Friday, 17 August 2018

Unser Burgerbrau


Bad Reichenhall is a charming little German town in the Bavarian Chiemgau Alps, noted in the past particularly for salt production. It is the capital of Berchtesgadener Land, set in spectacular forested countryside, not a million miles from Salzburg.

I first encountered it many years ago, cycling to it from the Alpine resort of Inzell in what can best be described as pissing rain.  It was in the early days of my long-lasting, but now defunct German cycling holiday phase and one of only two times I forsook the bicycle we had paid so much for. Both were for the same reason - the aforementioned pissing rain.  Our destination was Berchtesgaden, another charming (in a kind of colder way) Bavarian town , probably best known as the home of Hitler's Alpine redoubt, the Obersalzberg and its Kehlsteinhaus - also known as Hitler's Tea House.

After a horrible slog, in a torrent of rain, up countless Eiger like hills, we arrived, knackered and soaked in Bad Reichenhall and made for the nearest pub for much need liquid refreshment. I remember the relief and I thoroughly enjoyed the cloudy hefe-weizen brewed by the pleasingly named Unser Burgerbrau.  How do I know what I drank?  Well somehow, the distinctive glass - perhaps to cock a snook at the appalling German weather - found its way home with me and it took pride of place in Tandleman Towers for quite a few years. Back in Bad Reichenhall, we looked our maps and the waterfall of rain outside. Noting that the railway station was near and that Berchtesgaden was to be reached by even more precipitous alpine ascents, we decided. "Bugger this, we are getting the train."  And we did. And I've never regretted that decision.

Is there more to this tale? Well yes. A few years after acquiring the glass, while in bed one morning before work, while E made tea (my job these days and ever since), I heard a horrendous crash of broken glass. I immediately knew what had occurred having drank a hefe-weizen the night before. My treasured glass, on end to drain, had taken the knock by a sightless E, who had neither glasses nor contact lenses aboard at the time.

I was reminded of this a few days ago in Berlin at the Berlin Biermeile, when among the many beer stands, we came across one from Unser Burgerbrau. I was firstly uncommonly pleased that it is still on the go and secondly, I was determined, on this sunniest of days, to reaquaint myself with the thirst slaking hefe-weizen of that rain soaked day of yore.  Alas it wasn't to be. The hefe-weizen wasn't on sale.

Nor was it possible to pay the deposit and buy and keep a replacement Unser Burgerbrau Hefe-Weizen glass. They didn't have any. Some things are just not meant to be.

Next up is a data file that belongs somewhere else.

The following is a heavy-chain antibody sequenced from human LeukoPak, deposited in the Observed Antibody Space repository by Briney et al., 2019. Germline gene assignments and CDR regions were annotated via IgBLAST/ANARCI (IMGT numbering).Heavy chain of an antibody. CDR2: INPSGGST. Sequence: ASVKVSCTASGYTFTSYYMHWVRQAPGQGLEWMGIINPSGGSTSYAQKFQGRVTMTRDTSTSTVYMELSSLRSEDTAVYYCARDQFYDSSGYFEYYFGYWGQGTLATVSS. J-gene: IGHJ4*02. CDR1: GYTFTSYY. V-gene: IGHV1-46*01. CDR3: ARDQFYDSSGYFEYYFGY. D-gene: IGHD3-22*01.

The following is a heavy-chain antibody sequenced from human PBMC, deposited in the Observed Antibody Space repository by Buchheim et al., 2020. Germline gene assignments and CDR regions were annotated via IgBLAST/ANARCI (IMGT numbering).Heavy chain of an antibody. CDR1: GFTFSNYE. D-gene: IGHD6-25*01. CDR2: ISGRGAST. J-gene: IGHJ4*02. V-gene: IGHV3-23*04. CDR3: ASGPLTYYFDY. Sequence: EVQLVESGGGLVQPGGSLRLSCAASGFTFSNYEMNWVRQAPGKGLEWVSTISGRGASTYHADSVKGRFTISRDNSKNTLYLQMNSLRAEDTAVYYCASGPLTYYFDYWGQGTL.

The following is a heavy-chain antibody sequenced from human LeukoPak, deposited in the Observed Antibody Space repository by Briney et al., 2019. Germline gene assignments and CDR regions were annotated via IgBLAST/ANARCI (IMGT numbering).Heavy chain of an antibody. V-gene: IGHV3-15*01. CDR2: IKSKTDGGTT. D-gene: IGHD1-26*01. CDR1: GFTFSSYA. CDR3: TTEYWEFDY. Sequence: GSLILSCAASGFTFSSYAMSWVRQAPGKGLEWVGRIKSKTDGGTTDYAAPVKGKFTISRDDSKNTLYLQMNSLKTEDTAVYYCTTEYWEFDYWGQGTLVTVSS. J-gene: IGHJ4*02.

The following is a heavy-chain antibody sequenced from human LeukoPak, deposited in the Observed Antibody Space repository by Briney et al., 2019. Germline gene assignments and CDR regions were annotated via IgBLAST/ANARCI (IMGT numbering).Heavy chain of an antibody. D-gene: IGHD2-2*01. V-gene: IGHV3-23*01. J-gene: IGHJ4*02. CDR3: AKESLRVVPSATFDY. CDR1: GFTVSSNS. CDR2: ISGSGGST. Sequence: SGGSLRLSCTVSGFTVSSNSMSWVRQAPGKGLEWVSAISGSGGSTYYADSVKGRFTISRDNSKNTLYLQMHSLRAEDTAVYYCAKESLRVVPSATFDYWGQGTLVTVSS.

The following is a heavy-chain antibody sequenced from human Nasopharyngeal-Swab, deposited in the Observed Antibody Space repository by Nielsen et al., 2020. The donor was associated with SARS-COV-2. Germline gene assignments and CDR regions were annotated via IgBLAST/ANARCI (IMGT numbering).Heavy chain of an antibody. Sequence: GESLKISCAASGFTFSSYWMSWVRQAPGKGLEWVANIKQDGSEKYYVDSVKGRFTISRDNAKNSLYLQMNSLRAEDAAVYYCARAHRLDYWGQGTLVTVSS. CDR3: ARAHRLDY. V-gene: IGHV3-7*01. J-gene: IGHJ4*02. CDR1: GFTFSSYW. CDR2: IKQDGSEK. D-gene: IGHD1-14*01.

It peed down in Berchtesgaden that first night too. I remember sitting in the almost deserted hotel dining room, when at about 9 o'clock, the waiter returned to our table with his coat on and gave us the bill.  The rain bounced back to knee height. Escape was impossible. We were in bed by 9.30. On a Saturday night too.

Our trip to the Kehlsteinhaus was completed in glorious sunshine. Our luck changed. We were the last group to enjoy the panorama (2600ft) before fog swept in rendering the views invisible.  

3 comments:

Ian Kelly said...

The Bad Reichenhall Burgerbraeu is still there. A great place for hearty Bavarian food and a good range of beers. As well as being a nice place to visit in its own right (a spa town originally based on the salt industry with plenty of hiking trails nearby) the town is an excellent base for visiting Salzburg which - as everyone knows - has (amongst many other attractions) the best beer hall in Europe!

Ian

Barm said...

Ironically enough, the thick, heavy glass base of wheat beer glasses that lends them stability when the right way up, also causes them to tip over very easily when stood upside down – even though the top is wider than the bottom.

Glasses get broken, it’s a fact of life which we need to accept. On my second or third ever trip to Cologne I acquired a pair of the extremely elegant, and delicate, Früh Kölsch glasses. I needn’t have bothered – they did not last very long at all.

Jason said...

Hi Peter, I am an occasional reader of your blog as a former drinking buddy (Jason from Jersey). I now live in Bavaria, in a small but charming city called Bamberg - you may have heard of it ;)

Anyway, I am a regular visitor to the Burgerbraeu and normally stay there during visits to the Alps; the beer is excellent as is the food, and it retains enough locals for it to have a really pleasant atmosphere. Should you want a replacement glass so desperately I am sure we could make it happen.

Hope you're well, I of course urge you to visit Bamberg again and would be happy to be your host and show you some of the more local haunts this fantastic city has to offer. Look me up on Fred's Franconia Beer Guide.

Best
Jason